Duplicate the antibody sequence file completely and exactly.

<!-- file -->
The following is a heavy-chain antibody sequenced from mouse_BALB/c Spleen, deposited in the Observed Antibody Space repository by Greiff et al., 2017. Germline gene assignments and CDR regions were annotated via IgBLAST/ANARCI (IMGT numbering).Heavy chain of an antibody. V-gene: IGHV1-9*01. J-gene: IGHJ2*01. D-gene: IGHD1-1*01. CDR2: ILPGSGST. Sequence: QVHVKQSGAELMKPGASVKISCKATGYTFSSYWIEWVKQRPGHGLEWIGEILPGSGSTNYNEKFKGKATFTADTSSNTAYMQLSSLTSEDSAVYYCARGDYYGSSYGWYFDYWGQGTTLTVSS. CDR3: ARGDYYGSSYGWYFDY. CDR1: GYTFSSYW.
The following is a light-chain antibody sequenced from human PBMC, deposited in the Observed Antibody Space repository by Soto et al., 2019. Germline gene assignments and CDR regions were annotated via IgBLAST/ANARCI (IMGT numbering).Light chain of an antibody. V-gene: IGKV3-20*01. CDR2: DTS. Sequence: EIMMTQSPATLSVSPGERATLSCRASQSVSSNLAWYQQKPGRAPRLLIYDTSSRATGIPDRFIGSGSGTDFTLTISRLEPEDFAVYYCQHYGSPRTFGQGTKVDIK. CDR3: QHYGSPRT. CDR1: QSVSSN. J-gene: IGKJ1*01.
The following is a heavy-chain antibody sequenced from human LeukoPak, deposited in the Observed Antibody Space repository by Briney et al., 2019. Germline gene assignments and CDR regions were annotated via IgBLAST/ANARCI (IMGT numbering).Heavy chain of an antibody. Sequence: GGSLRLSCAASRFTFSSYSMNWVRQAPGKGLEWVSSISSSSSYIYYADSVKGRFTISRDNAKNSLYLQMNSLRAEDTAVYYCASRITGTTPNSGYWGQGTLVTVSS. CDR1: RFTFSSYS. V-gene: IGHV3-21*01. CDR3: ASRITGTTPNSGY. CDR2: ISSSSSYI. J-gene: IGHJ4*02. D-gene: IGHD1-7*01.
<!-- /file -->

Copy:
The following is a heavy-chain antibody sequenced from mouse_BALB/c Spleen, deposited in the Observed Antibody Space repository by Greiff et al., 2017. Germline gene assignments and CDR regions were annotated via IgBLAST/ANARCI (IMGT numbering).Heavy chain of an antibody. V-gene: IGHV1-9*01. J-gene: IGHJ2*01. D-gene: IGHD1-1*01. CDR2: ILPGSGST. Sequence: QVHVKQSGAELMKPGASVKISCKATGYTFSSYWIEWVKQRPGHGLEWIGEILPGSGSTNYNEKFKGKATFTADTSSNTAYMQLSSLTSEDSAVYYCARGDYYGSSYGWYFDYWGQGTTLTVSS. CDR3: ARGDYYGSSYGWYFDY. CDR1: GYTFSSYW.
The following is a light-chain antibody sequenced from human PBMC, deposited in the Observed Antibody Space repository by Soto et al., 2019. Germline gene assignments and CDR regions were annotated via IgBLAST/ANARCI (IMGT numbering).Light chain of an antibody. V-gene: IGKV3-20*01. CDR2: DTS. Sequence: EIMMTQSPATLSVSPGERATLSCRASQSVSSNLAWYQQKPGRAPRLLIYDTSSRATGIPDRFIGSGSGTDFTLTISRLEPEDFAVYYCQHYGSPRTFGQGTKVDIK. CDR3: QHYGSPRT. CDR1: QSVSSN. J-gene: IGKJ1*01.
The following is a heavy-chain antibody sequenced from human LeukoPak, deposited in the Observed Antibody Space repository by Briney et al., 2019. Germline gene assignments and CDR regions were annotated via IgBLAST/ANARCI (IMGT numbering).Heavy chain of an antibody. Sequence: GGSLRLSCAASRFTFSSYSMNWVRQAPGKGLEWVSSISSSSSYIYYADSVKGRFTISRDNAKNSLYLQMNSLRAEDTAVYYCASRITGTTPNSGYWGQGTLVTVSS. CDR1: RFTFSSYS. V-gene: IGHV3-21*01. CDR3: ASRITGTTPNSGY. CDR2: ISSSSSYI. J-gene: IGHJ4*02. D-gene: IGHD1-7*01.